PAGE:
Solar MC4 Connectors

These are solar MC4 connectors the FEMALE in on the bottom and the MALE plug is on top.. Today more and more solar panels are shipping with MC4 terminals and less and less with actual junction boxes. I still personally prefer a water tight j-box, and water tight gland nut, but not all panels ship that way.

The MC4 solar connectors are UL rated for 600V and up to 50A of maximum current, depending upon brand. The term MC4 stands for “Multi-Contact 4mm“. Multi-Contact is a German manufacturer and they invented the MC4 standard. MC4’s can also range from IP65 to IP68 rated, also depends upon brand, which means they are fully “dust & water jet tight” (IP65) and can be submersed to 1 meter for 1 hour and still retain water resistance (IP68). The MC4 connectors are available in 14, 12, 10 & 8GA sizes.

MC4 Sizing:
14GA = 22.5A
12GA = 37A
10GA = 43A
8GA = 50A

MC4’s work quite well, but on boats, but if not carefully installed, they can be a tad bulky and prone to being caught on things. That said, they are one of the better water tight electrical connections available for marine use. You don’t have to use them only on solar connections and they could certainly be used for other applications.

Like any other project on boats this project will add yet another tool to your tool box.

NOTE: Please click on any image to make it larger.

MC4 FEMALE / + Positive

These are the individual pieces of the FEMALE MC4 connector:

From Left to Right:

  • Compression Nut
  • Gland Compressing Ring
  • Water Tight Sealing Gland
  • MC4 FEMALE Crimp Terminal
  • MC4 FEMALE Plug Body

MC4 MALE / – Negative

These are the individual pieces of the MALE MC4 connector:

From L to R:

  • Compression Nut
  • Gland Compressing Ring
  • Water Tight Sealing Gland
  • MC4 MALE Crimp Terminal
  • MC4 MALE Plug Body

FEMALE & MALE

The FEMALE terminal on the left is ready to connect to the MALE terminal on the right.

Insert FEMALE into MALE

I know it’s a bit confusing, the FEMALE vs. MALE with MC4’s, because the one on the left clearly looks like a MALE and the one on the right clearly looks like a FEMALE.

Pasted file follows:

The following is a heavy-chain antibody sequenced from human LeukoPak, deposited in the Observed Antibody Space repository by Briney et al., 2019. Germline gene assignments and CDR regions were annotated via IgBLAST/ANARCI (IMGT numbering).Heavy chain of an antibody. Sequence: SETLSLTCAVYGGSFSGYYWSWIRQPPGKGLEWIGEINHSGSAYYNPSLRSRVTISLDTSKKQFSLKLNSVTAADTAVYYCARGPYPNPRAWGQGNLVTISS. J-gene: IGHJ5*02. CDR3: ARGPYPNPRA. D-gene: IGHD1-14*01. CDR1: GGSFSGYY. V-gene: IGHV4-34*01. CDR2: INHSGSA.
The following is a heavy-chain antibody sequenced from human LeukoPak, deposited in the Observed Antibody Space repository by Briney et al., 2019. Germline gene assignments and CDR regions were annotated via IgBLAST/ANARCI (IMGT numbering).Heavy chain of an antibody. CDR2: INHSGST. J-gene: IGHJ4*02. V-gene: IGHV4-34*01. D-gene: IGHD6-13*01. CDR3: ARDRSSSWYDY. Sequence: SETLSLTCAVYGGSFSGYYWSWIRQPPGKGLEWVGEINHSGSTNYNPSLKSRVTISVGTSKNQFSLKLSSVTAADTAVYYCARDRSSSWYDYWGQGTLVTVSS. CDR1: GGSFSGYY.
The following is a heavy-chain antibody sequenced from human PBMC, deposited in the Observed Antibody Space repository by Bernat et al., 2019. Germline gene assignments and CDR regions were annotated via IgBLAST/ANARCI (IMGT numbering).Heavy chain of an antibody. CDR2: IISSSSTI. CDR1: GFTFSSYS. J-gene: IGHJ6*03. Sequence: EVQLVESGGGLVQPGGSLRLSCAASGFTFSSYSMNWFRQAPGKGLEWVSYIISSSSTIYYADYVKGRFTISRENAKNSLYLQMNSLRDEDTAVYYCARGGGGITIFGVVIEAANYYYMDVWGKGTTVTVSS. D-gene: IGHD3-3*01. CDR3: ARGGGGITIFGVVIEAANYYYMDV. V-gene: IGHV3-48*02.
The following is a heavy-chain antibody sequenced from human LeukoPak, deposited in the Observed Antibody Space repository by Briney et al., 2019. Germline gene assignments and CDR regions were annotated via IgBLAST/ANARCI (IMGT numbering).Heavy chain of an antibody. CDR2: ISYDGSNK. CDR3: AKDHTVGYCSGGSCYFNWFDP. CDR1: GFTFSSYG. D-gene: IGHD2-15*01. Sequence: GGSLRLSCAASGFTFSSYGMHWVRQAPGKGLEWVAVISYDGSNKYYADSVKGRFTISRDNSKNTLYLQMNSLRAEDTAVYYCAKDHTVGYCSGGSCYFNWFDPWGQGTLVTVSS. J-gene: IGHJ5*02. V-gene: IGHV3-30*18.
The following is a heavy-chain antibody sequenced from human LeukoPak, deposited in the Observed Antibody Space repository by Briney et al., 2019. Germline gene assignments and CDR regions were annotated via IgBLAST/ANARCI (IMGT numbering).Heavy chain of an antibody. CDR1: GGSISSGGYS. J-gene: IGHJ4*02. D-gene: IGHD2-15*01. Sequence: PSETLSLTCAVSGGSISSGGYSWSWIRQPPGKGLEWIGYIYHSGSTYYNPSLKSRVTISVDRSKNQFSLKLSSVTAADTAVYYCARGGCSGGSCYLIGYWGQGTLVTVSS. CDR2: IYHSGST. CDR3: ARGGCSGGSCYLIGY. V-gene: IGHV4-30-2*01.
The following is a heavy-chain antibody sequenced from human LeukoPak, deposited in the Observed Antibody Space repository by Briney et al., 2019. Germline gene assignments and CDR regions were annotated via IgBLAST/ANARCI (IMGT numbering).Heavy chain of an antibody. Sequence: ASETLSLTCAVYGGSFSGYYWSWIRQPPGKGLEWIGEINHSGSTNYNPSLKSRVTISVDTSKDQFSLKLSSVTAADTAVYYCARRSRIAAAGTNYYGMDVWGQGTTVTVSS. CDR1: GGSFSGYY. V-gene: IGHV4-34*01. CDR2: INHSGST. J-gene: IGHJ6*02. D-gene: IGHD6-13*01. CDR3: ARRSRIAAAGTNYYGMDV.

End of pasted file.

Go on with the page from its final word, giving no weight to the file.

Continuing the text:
The terminology relates to the crimp terminals inside the plastic housing not the physical body of the plugs. The plug on the right has the small MALE “pin” and the plug on the left has the FEMALE barrel/receptacle.

Press & Snap Closed

You just press the two MC4’s together until the snap closed.

MC4 Assembly & Disassembly Tool

These are the tools used for snugging the MC4’s together. They are inexpensive, and worth having, especially for taking the terminals apart after they have been closed for a while.

MC4 Crimp Dies

Here’s where the extra tool cost, that I mentioned earlier, comes into play. You will need a crimp tool for the MC4 terminals. However, as usual, I have located a very good value in an MC4 crimping tool, though not the tool pictured.

A pro who does this every day for a living would not use this tool because it is more tedious and time consuming than the more expensive pro-grade versions, which utilize a locator assembly. For the money this tool preforms very, very well.

In full disclosure I imported a reasonably priced MC4 die set and crimping frame from Taiwan and while the dies are not pro-level you’re not paying pro level pricing either. The tool represents a decent value for the budget minded boater. The tool can be found in the; Marine How To Web Store

MC4 Crimp Dies Closed

Like a D-Sub style crimp tool the MC4 dies make a “B” or “butt-cheek” type crimp. The pictured die set is sized for 10, 12 & 14 AWG wire as well as 2.5 mm², 4 mm² and 6 mm² wire.

Strip Outer Jacket From Cable

On boats I will occasionally use a two conductor un-tinned round cable such as an SO type wire for the external connections to the solar panel, but most often a tinned marine grade wire is what I use.